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Day to Night to Morning: What’s TikTok Doing to Music?

Words by Luna Zabala and Cyrene Roque

Art by Cyrene Roque

What do Megan Thee Stallion, Doja Cat, and Lil Nas X have in common? One word: TikTok. These music giants got their big breaks thanks to the Chinese-owned app that allows its users to upload three-minute-long videos of themselves doing just about anything: drawing fanart, cleaning swimming pools, making ice cream sundaes, sewing dresses, and of course, dancing. It’s an avenue to share our daily lives and interests in the pandemic-safe bubble of our own homes. But at the background of every trending video is music – ensuring that even virtually unknown tunes have a chance of blowing up alongside the TikToks they accompany. Meg, Doja, and Nas are a testament to this power.

TikTok is music’s next big thing, and it’s slowly shaping the industry one hit at a time. If you’re still skeptical, hit the pause button on Castaways real quick and we’ll tell you why.


Why TikTok?

As an app, TikTok stands out from its competitors Twitter, Instagram, and YouTube due to its specialized algorithm. While the latter three also tailor content to the user’s habits, they rely on your search terms and followed accounts. TikTok, however, takes personalization to a whole new level: it observes how long you watch a video before swiping away, the number of times you’ve let a video loop, if you check out the original poster’s account, and a myriad of other parameters which exist to breathe life into your For You Page, or FYP for short (Forbes 2021). Kinda crazy, right?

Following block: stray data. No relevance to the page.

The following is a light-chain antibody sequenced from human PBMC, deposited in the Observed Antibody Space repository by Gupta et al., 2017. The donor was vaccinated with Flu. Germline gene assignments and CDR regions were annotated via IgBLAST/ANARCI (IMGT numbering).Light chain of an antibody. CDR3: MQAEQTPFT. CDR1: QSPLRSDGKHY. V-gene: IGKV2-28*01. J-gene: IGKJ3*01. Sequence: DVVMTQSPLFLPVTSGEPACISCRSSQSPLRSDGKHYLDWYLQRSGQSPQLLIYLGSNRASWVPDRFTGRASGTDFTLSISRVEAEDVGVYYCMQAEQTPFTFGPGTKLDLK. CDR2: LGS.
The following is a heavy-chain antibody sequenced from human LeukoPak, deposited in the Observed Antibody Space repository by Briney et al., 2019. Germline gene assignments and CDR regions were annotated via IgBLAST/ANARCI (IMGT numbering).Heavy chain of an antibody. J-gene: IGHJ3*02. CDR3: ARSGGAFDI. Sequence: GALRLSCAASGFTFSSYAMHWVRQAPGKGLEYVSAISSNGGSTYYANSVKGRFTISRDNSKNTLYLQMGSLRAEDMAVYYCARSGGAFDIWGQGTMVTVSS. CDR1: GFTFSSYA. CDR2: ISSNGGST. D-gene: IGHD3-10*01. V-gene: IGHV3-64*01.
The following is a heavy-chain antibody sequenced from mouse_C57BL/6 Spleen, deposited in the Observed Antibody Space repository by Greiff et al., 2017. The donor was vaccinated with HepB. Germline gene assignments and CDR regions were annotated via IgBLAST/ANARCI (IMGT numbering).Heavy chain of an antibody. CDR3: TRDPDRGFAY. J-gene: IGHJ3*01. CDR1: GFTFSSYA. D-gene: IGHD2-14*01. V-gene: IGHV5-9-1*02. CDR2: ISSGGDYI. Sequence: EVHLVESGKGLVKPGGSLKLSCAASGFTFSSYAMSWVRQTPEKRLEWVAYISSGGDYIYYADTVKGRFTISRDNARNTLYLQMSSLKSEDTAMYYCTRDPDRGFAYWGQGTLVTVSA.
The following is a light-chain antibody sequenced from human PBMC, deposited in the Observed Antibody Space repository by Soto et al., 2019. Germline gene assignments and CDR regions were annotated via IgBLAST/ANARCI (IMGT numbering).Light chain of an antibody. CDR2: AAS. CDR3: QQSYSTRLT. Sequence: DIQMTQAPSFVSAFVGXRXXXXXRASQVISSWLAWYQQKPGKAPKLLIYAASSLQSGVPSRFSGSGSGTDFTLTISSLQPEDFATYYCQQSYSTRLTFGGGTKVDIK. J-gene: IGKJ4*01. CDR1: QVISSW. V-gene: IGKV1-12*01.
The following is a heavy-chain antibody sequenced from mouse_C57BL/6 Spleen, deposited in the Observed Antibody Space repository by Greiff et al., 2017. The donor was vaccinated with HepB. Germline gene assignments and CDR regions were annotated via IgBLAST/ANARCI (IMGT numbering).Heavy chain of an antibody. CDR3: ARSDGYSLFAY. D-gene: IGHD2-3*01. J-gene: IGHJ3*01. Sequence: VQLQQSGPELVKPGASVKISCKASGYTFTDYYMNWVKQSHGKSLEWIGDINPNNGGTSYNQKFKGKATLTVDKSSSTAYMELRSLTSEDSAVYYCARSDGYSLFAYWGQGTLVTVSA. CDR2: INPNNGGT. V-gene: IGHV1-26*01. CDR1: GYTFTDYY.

In a nutshell, this algorithm sees you. Because of this, even less-viewed TikToks can wash up on your FYP as long as it aligns with your interests, no matter how niche they seem. Even smaller content creators can make it big and take their background music with them on their 15 seconds of fame.

TikTok’s editing interface also lends itself to music discovery. While editing a video, the app suggests pre-made and pre-uploaded audio as background music or dialogue to lip-sync. Just looking for the right song to fit a video’s vibe could lead a user to discover a budding artist. In a recent music perceptions study conducted by MRC Data, it was revealed that a whopping 75% of TikTok users discover new artists on the app, while 63% say they use TikTok as a music resource, similar to Spotify (Haulix 2021). This equates to more than half of its user base utilizing TikTok as a way to actively look for fresh, trendy talent.

Music, then, is easily transmittable throughout the app and even beyond it, thanks to its algorithm and its dedicated users–with emphasis on its users (because, obviously, the alg